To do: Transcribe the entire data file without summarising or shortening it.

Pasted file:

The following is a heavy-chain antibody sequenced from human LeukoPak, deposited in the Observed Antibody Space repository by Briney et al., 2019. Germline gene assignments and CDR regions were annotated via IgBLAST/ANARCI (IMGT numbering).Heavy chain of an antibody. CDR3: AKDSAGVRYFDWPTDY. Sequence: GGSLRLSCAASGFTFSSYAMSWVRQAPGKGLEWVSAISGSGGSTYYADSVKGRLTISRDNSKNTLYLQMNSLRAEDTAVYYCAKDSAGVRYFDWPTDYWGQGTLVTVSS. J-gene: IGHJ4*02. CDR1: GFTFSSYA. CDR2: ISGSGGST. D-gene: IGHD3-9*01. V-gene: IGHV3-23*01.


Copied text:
The following is a heavy-chain antibody sequenced from human LeukoPak, deposited in the Observed Antibody Space repository by Briney et al., 2019. Germline gene assignments and CDR regions were annotated via IgBLAST/ANARCI (IMGT numbering).Heavy chain of an antibody. CDR3: AKDSAGVRYFDWPTDY. Sequence: GGSLRLSCAASGFTFSSYAMSWVRQAPGKGLEWVSAISGSGGSTYYADSVKGRLTISRDNSKNTLYLQMNSLRAEDTAVYYCAKDSAGVRYFDWPTDYWGQGTLVTVSS. J-gene: IGHJ4*02. CDR1: GFTFSSYA. CDR2: ISGSGGST. D-gene: IGHD3-9*01. V-gene: IGHV3-23*01.